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DALLAS, March 25 /PRNewswire/ — Aerobics. For four decades, it has been a word associated with different forms of exercise from the jogging craze to dancing in leotards, home exercise videos to packed group classes. But for one man, aerobics was a journey to define physical fitness that not only changed his life, but also changed the world.
March marks the 40th anniversary of the 1968 release of Aerobics, a revolutionary book that introduced a new word into the lexicon and launched a worldwide fitness movement. The invention of a young U.S. Air Force physician named Kenneth H. Cooper, Aerobics was born in a quest to quantify the amount of healthy and harmful levels of exercise. His interest in the subject was as much personal as professional.
“I credit two things that helped jumpstart my journey: a personal wake-up call and a challenge to break new ground,” says Dr. Cooper.
At age 29, he thought he was having a heart attack while water skiing. He learned it was his body’s reaction to a 40-pound weight gain, stress and inactivity during medical school. “There was no research on the topic of exercise at that time, and a close colleague suggested I should try to measure it,” Cooper says.
Cooper created the 1.5-mile and 12-minute mile tests to measure aerobic capacity. He also developed the Aerobics Points System-assigning points to an exercise based on type of movement, duration and level of exertion-which are outlined in Aerobics and later books.
He opened The Cooper Institute in 1970 in Dallas. Since then, it has released more than 600 articles on the impact of physical activity on a person’s quality of life and longevity.
“Generally, you should exercise 30 minutes most days of the week. But we know from research that if you walk two miles in 30 minutes, three times a week, the chances of dying from any cause is reduced by 58 percent and your life span increases by six years,” he says.
A full program to start and maintain a healthy lifestyle at any age is outlined in Cooper’s latest book Start Strong, Finish Strong — the first collaboration with his son Dr. Tyler Cooper.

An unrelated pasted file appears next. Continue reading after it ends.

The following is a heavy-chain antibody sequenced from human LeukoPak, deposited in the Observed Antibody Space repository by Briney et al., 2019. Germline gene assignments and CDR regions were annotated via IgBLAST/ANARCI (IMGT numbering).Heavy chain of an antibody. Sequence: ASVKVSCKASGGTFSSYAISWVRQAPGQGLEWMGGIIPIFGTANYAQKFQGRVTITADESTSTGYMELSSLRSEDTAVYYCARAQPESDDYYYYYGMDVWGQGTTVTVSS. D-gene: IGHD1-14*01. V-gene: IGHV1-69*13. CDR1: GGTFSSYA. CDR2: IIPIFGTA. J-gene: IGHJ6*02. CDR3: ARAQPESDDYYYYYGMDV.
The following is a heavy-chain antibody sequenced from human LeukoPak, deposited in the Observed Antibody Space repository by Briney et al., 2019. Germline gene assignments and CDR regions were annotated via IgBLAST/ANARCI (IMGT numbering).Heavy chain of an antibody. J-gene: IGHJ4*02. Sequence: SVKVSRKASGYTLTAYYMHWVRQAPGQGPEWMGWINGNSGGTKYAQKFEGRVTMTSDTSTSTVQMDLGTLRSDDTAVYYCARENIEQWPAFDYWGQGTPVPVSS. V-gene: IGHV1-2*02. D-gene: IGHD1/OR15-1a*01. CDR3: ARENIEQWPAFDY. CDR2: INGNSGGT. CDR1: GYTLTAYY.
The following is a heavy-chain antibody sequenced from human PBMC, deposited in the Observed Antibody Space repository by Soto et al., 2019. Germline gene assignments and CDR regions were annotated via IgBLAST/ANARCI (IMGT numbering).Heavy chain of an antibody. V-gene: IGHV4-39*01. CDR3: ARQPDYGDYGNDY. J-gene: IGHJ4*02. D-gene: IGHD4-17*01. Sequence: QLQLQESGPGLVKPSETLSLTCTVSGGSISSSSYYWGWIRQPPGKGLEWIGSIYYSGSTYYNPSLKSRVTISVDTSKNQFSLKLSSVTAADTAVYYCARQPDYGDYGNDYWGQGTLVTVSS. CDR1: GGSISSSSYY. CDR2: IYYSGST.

More recently, Cooper has turned his attention toward the nation’s children. He started the Our Kids’ Health initiative under The Cooper Institute to channel his education and legislative efforts.
In 2007, Cooper was instrumental in passing Senate Bill 530 in Texas requiring moderate to vigorous physical activity during physical education class for Kindergarten through 8th grade students. The law also requires the state’s 3rd through 12th graders undergo The Cooper Institute’s FITNESSGRAM(R) test that measures students’ physical fitness to determine their overall health.
“We are seeing unprecedented levels of obesity and type II diabetes among children and adolescents. If these problems continue, this will be the first generation in which parents will outlive their children,” says Dr. Cooper. “Increasing the fitness of students will not only better their health, but also raise their academic performance.”
At age 77, exercising five days a week and the grandfather to four young ones, Dr. Cooper is as passionate about the future of youth as he was about Aerobics for adults.
“Hopefully, improving the health of our children will be my legacy,” Cooper says. “Our next generation deserves to live a life full of happiness, not one of limitations or health problems. That starts with you and me.”
Source: Cooper Aerobics Center
CONTACT: Amy George, Director of Public Relations of Cooper Aerobics
Center, +1-972-560-3236, fax, +1-972-560-3234, email@example.com
Web site: http://www.cooperaerobics.com/